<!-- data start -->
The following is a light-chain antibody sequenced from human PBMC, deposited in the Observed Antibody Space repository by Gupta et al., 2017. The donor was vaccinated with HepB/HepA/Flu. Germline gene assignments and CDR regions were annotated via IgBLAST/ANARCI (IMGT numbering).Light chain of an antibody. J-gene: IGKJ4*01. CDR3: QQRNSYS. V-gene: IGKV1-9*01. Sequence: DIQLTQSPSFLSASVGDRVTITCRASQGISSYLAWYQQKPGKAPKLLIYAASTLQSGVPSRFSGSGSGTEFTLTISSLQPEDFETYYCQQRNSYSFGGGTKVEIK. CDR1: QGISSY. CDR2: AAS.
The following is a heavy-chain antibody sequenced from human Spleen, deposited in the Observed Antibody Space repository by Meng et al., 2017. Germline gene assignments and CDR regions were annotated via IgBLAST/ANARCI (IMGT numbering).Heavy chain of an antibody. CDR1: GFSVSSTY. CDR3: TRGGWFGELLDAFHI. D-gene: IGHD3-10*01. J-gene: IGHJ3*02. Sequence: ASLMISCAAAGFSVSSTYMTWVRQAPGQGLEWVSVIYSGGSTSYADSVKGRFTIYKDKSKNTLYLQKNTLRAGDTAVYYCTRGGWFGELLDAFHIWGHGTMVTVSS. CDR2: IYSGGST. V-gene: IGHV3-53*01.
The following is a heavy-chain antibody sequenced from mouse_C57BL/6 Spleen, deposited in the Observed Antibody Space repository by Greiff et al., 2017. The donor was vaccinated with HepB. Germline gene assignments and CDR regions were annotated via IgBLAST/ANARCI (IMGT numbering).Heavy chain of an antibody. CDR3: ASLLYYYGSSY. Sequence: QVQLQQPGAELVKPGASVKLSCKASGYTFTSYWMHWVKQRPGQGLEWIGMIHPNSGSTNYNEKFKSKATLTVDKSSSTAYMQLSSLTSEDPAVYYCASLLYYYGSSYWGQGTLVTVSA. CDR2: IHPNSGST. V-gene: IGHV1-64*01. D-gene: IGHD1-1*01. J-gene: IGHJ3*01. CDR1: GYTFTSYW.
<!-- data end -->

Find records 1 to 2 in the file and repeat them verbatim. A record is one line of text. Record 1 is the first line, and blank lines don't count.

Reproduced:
The following is a light-chain antibody sequenced from human PBMC, deposited in the Observed Antibody Space repository by Gupta et al., 2017. The donor was vaccinated with HepB/HepA/Flu. Germline gene assignments and CDR regions were annotated via IgBLAST/ANARCI (IMGT numbering).Light chain of an antibody. J-gene: IGKJ4*01. CDR3: QQRNSYS. V-gene: IGKV1-9*01. Sequence: DIQLTQSPSFLSASVGDRVTITCRASQGISSYLAWYQQKPGKAPKLLIYAASTLQSGVPSRFSGSGSGTEFTLTISSLQPEDFETYYCQQRNSYSFGGGTKVEIK. CDR1: QGISSY. CDR2: AAS.
The following is a heavy-chain antibody sequenced from human Spleen, deposited in the Observed Antibody Space repository by Meng et al., 2017. Germline gene assignments and CDR regions were annotated via IgBLAST/ANARCI (IMGT numbering).Heavy chain of an antibody. CDR1: GFSVSSTY. CDR3: TRGGWFGELLDAFHI. D-gene: IGHD3-10*01. J-gene: IGHJ3*02. Sequence: ASLMISCAAAGFSVSSTYMTWVRQAPGQGLEWVSVIYSGGSTSYADSVKGRFTIYKDKSKNTLYLQKNTLRAGDTAVYYCTRGGWFGELLDAFHIWGHGTMVTVSS. CDR2: IYSGGST. V-gene: IGHV3-53*01.